Benedict XVI: The Cross teaches Christians to renounce pride and choose love
The Holy Father recalled how the Apostle of the Gentiles, following his experience on the road to Damascus, changed his life completely. Paul remained deeply marked by “the central significance of the Cross: he understood that Jesus died and rose for everyone. The Cross, then, demonstrated the gratuitous and merciful love of God”, he said.
“For St. Paul the Cross had a fundamental primacy in the history of humanity. It is the focal point of his theology because ‘Cross’ means salvation as grace for all creatures. The theme of the Cross became an essential and principal element of the Apostle’s preaching”.
Benedict XVI then went on to highlight how “the ‘stumbling block’ and ‘foolishness’ of the Cross”, of which St. Paul, speaks are to be found “in the fact that where there seemed to be only failure, suffering and defeat, there, in reality, is all the power of God’s limitless Love”.
“If for the Jews the reason for rejecting the Cross was in the Revelation, in other words in the God of the Fathers, for the Greeks – that is, the pagans – the criterion for opposing the Cross lay in reason. For them, in fact, the Cross was death, foolishness. … It was clearly inconceivable to imagine that a God could end up on a Cross! And we see how this Greek logic has also become the common logic of our own time”.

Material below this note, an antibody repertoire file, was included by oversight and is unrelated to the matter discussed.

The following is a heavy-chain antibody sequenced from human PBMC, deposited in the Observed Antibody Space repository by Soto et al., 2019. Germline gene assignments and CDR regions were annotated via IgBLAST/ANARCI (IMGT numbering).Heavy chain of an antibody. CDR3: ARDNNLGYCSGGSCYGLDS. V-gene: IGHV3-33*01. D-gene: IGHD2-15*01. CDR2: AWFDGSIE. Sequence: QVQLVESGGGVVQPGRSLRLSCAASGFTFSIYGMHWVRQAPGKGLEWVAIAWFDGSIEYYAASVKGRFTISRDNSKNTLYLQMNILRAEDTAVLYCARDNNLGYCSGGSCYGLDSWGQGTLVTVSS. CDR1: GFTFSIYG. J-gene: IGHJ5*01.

“Why”, the Pope asked, “did St. Paul make the word Cross such a fundamental part of his preaching? The answer”, he said, “is not difficult: the Cross reveals ‘the power of God’ which is different from human power; it reveals, in fact, His love”.
For the Apostle “the crucified Christ is wisdom because He truly shows Who God is: the power of love which goes even unto the Cross to save man. God uses means and instruments that to human beings seem to be mere weakness. The crucified Christ reveals, on the one hand, the weakness of man and, on the other, the true power of God, in other words the gratuitousness of love; and precisely this complete gratuitousness of love is true wisdom”.
The Holy Father explained how St. Paul, in his Second Letter to the Corinthians, makes “two fundamental affirmations: the one, that Christ, Whom God made to be sin for our sake, died for everyone; and the other, that God reconciled us to Him not counting our trespasses against us. It is from this ‘ministry of reconciliation’ that all slaves are ransomed”.
“St. Paul renounced his own life and committed himself totally to the ministry of reconciliation, of the Cross which is salvation for us all. This is something we must also do. We can find our strength in the humility of love and our wisdom in the weakness to renounce, thus to enter into the strength of God. … We have to mould our lives on this true wisdom, not living for ourselves, but living in faith in the God of Whom we can all say: ‘He loved me and gave Himself for me'”.